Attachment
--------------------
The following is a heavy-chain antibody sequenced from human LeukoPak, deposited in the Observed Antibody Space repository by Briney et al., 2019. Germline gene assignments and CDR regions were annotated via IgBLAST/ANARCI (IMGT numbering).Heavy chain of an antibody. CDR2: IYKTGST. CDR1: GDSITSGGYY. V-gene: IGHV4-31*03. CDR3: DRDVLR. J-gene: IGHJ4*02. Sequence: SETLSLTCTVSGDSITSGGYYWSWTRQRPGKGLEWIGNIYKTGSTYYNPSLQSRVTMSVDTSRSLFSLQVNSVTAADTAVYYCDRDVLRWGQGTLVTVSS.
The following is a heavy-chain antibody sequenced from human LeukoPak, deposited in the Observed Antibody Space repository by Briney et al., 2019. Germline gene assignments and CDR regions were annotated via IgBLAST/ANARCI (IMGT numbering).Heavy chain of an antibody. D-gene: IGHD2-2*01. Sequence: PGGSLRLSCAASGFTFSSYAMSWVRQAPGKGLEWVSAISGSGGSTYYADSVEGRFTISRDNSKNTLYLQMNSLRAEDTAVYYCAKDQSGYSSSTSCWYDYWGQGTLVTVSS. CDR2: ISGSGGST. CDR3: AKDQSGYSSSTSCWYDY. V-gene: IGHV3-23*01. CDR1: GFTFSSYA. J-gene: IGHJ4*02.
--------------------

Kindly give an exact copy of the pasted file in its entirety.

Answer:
The following is a heavy-chain antibody sequenced from human LeukoPak, deposited in the Observed Antibody Space repository by Briney et al., 2019. Germline gene assignments and CDR regions were annotated via IgBLAST/ANARCI (IMGT numbering).Heavy chain of an antibody. CDR2: IYKTGST. CDR1: GDSITSGGYY. V-gene: IGHV4-31*03. CDR3: DRDVLR. J-gene: IGHJ4*02. Sequence: SETLSLTCTVSGDSITSGGYYWSWTRQRPGKGLEWIGNIYKTGSTYYNPSLQSRVTMSVDTSRSLFSLQVNSVTAADTAVYYCDRDVLRWGQGTLVTVSS.
The following is a heavy-chain antibody sequenced from human LeukoPak, deposited in the Observed Antibody Space repository by Briney et al., 2019. Germline gene assignments and CDR regions were annotated via IgBLAST/ANARCI (IMGT numbering).Heavy chain of an antibody. D-gene: IGHD2-2*01. Sequence: PGGSLRLSCAASGFTFSSYAMSWVRQAPGKGLEWVSAISGSGGSTYYADSVEGRFTISRDNSKNTLYLQMNSLRAEDTAVYYCAKDQSGYSSSTSCWYDYWGQGTLVTVSS. CDR2: ISGSGGST. CDR3: AKDQSGYSSSTSCWYDY. V-gene: IGHV3-23*01. CDR1: GFTFSSYA. J-gene: IGHJ4*02.